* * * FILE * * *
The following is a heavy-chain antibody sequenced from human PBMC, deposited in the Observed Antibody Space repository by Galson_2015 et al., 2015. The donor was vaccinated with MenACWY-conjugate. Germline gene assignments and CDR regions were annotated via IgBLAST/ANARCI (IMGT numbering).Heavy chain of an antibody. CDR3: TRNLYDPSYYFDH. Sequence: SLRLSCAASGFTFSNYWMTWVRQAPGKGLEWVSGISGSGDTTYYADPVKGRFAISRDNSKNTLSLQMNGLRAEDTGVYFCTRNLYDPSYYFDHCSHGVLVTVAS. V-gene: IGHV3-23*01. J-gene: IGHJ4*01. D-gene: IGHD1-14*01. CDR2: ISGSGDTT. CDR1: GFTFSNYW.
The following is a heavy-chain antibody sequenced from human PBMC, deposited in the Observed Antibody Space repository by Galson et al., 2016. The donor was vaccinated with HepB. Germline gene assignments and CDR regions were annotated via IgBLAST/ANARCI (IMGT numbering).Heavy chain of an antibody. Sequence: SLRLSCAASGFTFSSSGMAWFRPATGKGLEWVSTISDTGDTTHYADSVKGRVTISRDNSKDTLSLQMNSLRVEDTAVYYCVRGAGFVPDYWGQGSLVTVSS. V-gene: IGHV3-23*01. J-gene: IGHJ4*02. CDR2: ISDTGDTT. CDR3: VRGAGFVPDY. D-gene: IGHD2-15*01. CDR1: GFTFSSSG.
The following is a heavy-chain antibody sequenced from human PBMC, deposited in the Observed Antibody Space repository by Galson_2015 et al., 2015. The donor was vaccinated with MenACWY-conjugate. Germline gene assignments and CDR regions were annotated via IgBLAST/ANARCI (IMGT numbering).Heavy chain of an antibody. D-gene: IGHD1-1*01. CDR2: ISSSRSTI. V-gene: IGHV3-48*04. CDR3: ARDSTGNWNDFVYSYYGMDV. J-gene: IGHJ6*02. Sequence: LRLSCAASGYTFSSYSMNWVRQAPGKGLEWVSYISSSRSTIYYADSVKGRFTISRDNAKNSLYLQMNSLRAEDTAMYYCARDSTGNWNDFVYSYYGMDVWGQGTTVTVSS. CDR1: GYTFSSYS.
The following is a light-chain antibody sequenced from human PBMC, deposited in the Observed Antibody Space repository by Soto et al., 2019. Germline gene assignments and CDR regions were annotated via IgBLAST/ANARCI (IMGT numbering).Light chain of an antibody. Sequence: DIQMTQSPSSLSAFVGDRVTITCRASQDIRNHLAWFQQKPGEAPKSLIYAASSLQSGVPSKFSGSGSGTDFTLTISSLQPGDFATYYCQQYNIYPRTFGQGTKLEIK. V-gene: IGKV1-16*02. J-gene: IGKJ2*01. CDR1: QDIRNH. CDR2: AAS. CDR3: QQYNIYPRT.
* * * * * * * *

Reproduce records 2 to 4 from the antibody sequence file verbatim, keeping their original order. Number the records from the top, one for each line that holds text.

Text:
The following is a heavy-chain antibody sequenced from human PBMC, deposited in the Observed Antibody Space repository by Galson et al., 2016. The donor was vaccinated with HepB. Germline gene assignments and CDR regions were annotated via IgBLAST/ANARCI (IMGT numbering).Heavy chain of an antibody. Sequence: SLRLSCAASGFTFSSSGMAWFRPATGKGLEWVSTISDTGDTTHYADSVKGRVTISRDNSKDTLSLQMNSLRVEDTAVYYCVRGAGFVPDYWGQGSLVTVSS. V-gene: IGHV3-23*01. J-gene: IGHJ4*02. CDR2: ISDTGDTT. CDR3: VRGAGFVPDY. D-gene: IGHD2-15*01. CDR1: GFTFSSSG.
The following is a heavy-chain antibody sequenced from human PBMC, deposited in the Observed Antibody Space repository by Galson_2015 et al., 2015. The donor was vaccinated with MenACWY-conjugate. Germline gene assignments and CDR regions were annotated via IgBLAST/ANARCI (IMGT numbering).Heavy chain of an antibody. D-gene: IGHD1-1*01. CDR2: ISSSRSTI. V-gene: IGHV3-48*04. CDR3: ARDSTGNWNDFVYSYYGMDV. J-gene: IGHJ6*02. Sequence: LRLSCAASGYTFSSYSMNWVRQAPGKGLEWVSYISSSRSTIYYADSVKGRFTISRDNAKNSLYLQMNSLRAEDTAMYYCARDSTGNWNDFVYSYYGMDVWGQGTTVTVSS. CDR1: GYTFSSYS.
The following is a light-chain antibody sequenced from human PBMC, deposited in the Observed Antibody Space repository by Soto et al., 2019. Germline gene assignments and CDR regions were annotated via IgBLAST/ANARCI (IMGT numbering).Light chain of an antibody. Sequence: DIQMTQSPSSLSAFVGDRVTITCRASQDIRNHLAWFQQKPGEAPKSLIYAASSLQSGVPSKFSGSGSGTDFTLTISSLQPGDFATYYCQQYNIYPRTFGQGTKLEIK. V-gene: IGKV1-16*02. J-gene: IGKJ2*01. CDR1: QDIRNH. CDR2: AAS. CDR3: QQYNIYPRT.